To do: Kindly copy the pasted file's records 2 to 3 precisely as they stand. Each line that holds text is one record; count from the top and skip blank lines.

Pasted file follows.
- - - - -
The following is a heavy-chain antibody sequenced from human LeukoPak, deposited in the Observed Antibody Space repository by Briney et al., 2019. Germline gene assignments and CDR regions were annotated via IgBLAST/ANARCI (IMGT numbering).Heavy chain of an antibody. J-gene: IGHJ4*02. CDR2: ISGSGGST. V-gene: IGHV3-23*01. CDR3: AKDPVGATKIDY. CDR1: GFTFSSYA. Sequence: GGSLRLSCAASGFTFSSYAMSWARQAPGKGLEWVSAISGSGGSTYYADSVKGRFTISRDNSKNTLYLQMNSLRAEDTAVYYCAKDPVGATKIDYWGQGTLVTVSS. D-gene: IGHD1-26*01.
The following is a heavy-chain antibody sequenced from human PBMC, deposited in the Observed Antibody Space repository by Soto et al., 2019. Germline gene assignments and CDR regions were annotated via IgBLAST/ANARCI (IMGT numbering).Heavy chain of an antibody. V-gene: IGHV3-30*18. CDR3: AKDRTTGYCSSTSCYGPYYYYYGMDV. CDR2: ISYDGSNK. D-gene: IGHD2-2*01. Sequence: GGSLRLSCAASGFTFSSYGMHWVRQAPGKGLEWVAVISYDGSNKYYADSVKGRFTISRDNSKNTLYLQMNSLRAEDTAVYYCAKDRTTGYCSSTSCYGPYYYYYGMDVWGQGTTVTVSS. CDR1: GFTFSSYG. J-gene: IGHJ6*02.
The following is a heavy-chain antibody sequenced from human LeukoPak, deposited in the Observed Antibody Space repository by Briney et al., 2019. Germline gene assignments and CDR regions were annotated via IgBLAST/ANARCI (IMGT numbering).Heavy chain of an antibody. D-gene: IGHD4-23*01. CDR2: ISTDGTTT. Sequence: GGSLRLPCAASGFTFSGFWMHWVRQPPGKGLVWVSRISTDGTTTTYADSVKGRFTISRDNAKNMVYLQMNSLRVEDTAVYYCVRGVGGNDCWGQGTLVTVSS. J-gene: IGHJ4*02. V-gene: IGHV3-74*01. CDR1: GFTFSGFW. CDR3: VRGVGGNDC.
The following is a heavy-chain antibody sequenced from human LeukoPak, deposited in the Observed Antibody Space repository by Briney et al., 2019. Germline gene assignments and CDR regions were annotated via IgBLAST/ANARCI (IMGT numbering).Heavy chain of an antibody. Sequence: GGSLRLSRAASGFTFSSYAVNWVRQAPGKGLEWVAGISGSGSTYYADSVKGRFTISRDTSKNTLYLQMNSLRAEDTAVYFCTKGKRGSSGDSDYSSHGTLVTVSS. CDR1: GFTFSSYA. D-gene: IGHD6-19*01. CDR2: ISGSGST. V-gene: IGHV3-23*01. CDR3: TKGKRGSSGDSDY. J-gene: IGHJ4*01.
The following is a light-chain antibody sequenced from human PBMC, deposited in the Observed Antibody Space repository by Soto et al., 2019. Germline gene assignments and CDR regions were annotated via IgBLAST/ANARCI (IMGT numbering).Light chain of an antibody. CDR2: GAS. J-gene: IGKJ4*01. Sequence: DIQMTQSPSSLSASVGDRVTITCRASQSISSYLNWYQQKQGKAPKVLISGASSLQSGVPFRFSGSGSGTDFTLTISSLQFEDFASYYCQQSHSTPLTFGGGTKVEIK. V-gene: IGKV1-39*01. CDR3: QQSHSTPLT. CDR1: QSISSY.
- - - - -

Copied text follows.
The following is a heavy-chain antibody sequenced from human PBMC, deposited in the Observed Antibody Space repository by Soto et al., 2019. Germline gene assignments and CDR regions were annotated via IgBLAST/ANARCI (IMGT numbering).Heavy chain of an antibody. V-gene: IGHV3-30*18. CDR3: AKDRTTGYCSSTSCYGPYYYYYGMDV. CDR2: ISYDGSNK. D-gene: IGHD2-2*01. Sequence: GGSLRLSCAASGFTFSSYGMHWVRQAPGKGLEWVAVISYDGSNKYYADSVKGRFTISRDNSKNTLYLQMNSLRAEDTAVYYCAKDRTTGYCSSTSCYGPYYYYYGMDVWGQGTTVTVSS. CDR1: GFTFSSYG. J-gene: IGHJ6*02.
The following is a heavy-chain antibody sequenced from human LeukoPak, deposited in the Observed Antibody Space repository by Briney et al., 2019. Germline gene assignments and CDR regions were annotated via IgBLAST/ANARCI (IMGT numbering).Heavy chain of an antibody. D-gene: IGHD4-23*01. CDR2: ISTDGTTT. Sequence: GGSLRLPCAASGFTFSGFWMHWVRQPPGKGLVWVSRISTDGTTTTYADSVKGRFTISRDNAKNMVYLQMNSLRVEDTAVYYCVRGVGGNDCWGQGTLVTVSS. J-gene: IGHJ4*02. V-gene: IGHV3-74*01. CDR1: GFTFSGFW. CDR3: VRGVGGNDC.